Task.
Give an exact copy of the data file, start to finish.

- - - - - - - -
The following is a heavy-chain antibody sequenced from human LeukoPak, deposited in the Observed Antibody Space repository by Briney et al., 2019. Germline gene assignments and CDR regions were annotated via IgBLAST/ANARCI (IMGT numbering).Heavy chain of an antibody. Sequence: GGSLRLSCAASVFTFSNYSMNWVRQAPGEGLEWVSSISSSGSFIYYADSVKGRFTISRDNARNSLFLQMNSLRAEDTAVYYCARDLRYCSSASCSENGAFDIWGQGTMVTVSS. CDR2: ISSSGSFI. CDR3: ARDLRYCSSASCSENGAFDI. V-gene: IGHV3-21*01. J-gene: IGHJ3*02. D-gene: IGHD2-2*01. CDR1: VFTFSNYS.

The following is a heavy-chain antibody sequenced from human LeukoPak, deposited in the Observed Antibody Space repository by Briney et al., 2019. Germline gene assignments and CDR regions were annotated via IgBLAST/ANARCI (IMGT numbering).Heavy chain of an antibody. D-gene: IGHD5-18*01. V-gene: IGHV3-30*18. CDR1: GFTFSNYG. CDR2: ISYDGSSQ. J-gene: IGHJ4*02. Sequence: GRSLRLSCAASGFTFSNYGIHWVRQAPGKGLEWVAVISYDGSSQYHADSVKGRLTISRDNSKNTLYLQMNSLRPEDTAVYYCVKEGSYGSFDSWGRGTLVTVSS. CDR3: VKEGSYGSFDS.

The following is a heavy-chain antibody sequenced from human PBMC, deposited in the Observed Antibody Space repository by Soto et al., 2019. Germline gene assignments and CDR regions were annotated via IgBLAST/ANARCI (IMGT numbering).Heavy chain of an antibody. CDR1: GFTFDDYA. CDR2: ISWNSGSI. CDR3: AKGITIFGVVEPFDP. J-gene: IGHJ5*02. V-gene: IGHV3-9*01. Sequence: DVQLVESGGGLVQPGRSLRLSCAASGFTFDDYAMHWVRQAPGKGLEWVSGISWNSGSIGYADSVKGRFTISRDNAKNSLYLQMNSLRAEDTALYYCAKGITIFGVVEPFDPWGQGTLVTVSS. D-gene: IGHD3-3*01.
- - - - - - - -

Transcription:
The following is a heavy-chain antibody sequenced from human LeukoPak, deposited in the Observed Antibody Space repository by Briney et al., 2019. Germline gene assignments and CDR regions were annotated via IgBLAST/ANARCI (IMGT numbering).Heavy chain of an antibody. Sequence: GGSLRLSCAASVFTFSNYSMNWVRQAPGEGLEWVSSISSSGSFIYYADSVKGRFTISRDNARNSLFLQMNSLRAEDTAVYYCARDLRYCSSASCSENGAFDIWGQGTMVTVSS. CDR2: ISSSGSFI. CDR3: ARDLRYCSSASCSENGAFDI. V-gene: IGHV3-21*01. J-gene: IGHJ3*02. D-gene: IGHD2-2*01. CDR1: VFTFSNYS.

The following is a heavy-chain antibody sequenced from human LeukoPak, deposited in the Observed Antibody Space repository by Briney et al., 2019. Germline gene assignments and CDR regions were annotated via IgBLAST/ANARCI (IMGT numbering).Heavy chain of an antibody. D-gene: IGHD5-18*01. V-gene: IGHV3-30*18. CDR1: GFTFSNYG. CDR2: ISYDGSSQ. J-gene: IGHJ4*02. Sequence: GRSLRLSCAASGFTFSNYGIHWVRQAPGKGLEWVAVISYDGSSQYHADSVKGRLTISRDNSKNTLYLQMNSLRPEDTAVYYCVKEGSYGSFDSWGRGTLVTVSS. CDR3: VKEGSYGSFDS.

The following is a heavy-chain antibody sequenced from human PBMC, deposited in the Observed Antibody Space repository by Soto et al., 2019. Germline gene assignments and CDR regions were annotated via IgBLAST/ANARCI (IMGT numbering).Heavy chain of an antibody. CDR1: GFTFDDYA. CDR2: ISWNSGSI. CDR3: AKGITIFGVVEPFDP. J-gene: IGHJ5*02. V-gene: IGHV3-9*01. Sequence: DVQLVESGGGLVQPGRSLRLSCAASGFTFDDYAMHWVRQAPGKGLEWVSGISWNSGSIGYADSVKGRFTISRDNAKNSLYLQMNSLRAEDTALYYCAKGITIFGVVEPFDPWGQGTLVTVSS. D-gene: IGHD3-3*01.